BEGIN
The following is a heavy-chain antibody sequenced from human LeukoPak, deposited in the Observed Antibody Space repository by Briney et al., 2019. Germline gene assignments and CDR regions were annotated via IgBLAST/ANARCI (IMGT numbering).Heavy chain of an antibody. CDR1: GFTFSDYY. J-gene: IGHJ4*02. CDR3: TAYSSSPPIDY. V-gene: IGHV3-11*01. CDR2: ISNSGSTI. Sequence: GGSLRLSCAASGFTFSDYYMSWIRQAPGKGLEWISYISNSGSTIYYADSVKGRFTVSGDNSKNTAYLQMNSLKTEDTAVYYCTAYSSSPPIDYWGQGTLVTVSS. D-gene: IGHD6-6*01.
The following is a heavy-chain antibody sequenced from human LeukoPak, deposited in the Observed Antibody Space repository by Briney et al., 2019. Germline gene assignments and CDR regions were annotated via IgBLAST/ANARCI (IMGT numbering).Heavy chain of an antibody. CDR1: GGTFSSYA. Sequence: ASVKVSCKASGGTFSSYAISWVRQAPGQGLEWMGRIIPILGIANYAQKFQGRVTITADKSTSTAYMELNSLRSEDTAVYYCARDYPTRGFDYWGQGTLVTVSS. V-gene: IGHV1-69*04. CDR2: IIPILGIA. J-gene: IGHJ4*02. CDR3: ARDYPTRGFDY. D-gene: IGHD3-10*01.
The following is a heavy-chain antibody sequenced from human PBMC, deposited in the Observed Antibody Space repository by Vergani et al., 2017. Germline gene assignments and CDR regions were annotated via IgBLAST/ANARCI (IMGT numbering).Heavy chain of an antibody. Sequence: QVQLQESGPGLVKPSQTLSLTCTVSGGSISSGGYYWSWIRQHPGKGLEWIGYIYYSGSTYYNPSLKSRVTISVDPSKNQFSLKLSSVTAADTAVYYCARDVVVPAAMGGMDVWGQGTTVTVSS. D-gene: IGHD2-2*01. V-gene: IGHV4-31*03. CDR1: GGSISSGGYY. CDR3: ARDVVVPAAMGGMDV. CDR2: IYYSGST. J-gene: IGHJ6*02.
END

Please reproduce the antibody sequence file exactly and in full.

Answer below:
The following is a heavy-chain antibody sequenced from human LeukoPak, deposited in the Observed Antibody Space repository by Briney et al., 2019. Germline gene assignments and CDR regions were annotated via IgBLAST/ANARCI (IMGT numbering).Heavy chain of an antibody. CDR1: GFTFSDYY. J-gene: IGHJ4*02. CDR3: TAYSSSPPIDY. V-gene: IGHV3-11*01. CDR2: ISNSGSTI. Sequence: GGSLRLSCAASGFTFSDYYMSWIRQAPGKGLEWISYISNSGSTIYYADSVKGRFTVSGDNSKNTAYLQMNSLKTEDTAVYYCTAYSSSPPIDYWGQGTLVTVSS. D-gene: IGHD6-6*01.
The following is a heavy-chain antibody sequenced from human LeukoPak, deposited in the Observed Antibody Space repository by Briney et al., 2019. Germline gene assignments and CDR regions were annotated via IgBLAST/ANARCI (IMGT numbering).Heavy chain of an antibody. CDR1: GGTFSSYA. Sequence: ASVKVSCKASGGTFSSYAISWVRQAPGQGLEWMGRIIPILGIANYAQKFQGRVTITADKSTSTAYMELNSLRSEDTAVYYCARDYPTRGFDYWGQGTLVTVSS. V-gene: IGHV1-69*04. CDR2: IIPILGIA. J-gene: IGHJ4*02. CDR3: ARDYPTRGFDY. D-gene: IGHD3-10*01.
The following is a heavy-chain antibody sequenced from human PBMC, deposited in the Observed Antibody Space repository by Vergani et al., 2017. Germline gene assignments and CDR regions were annotated via IgBLAST/ANARCI (IMGT numbering).Heavy chain of an antibody. Sequence: QVQLQESGPGLVKPSQTLSLTCTVSGGSISSGGYYWSWIRQHPGKGLEWIGYIYYSGSTYYNPSLKSRVTISVDPSKNQFSLKLSSVTAADTAVYYCARDVVVPAAMGGMDVWGQGTTVTVSS. D-gene: IGHD2-2*01. V-gene: IGHV4-31*03. CDR1: GGSISSGGYY. CDR3: ARDVVVPAAMGGMDV. CDR2: IYYSGST. J-gene: IGHJ6*02.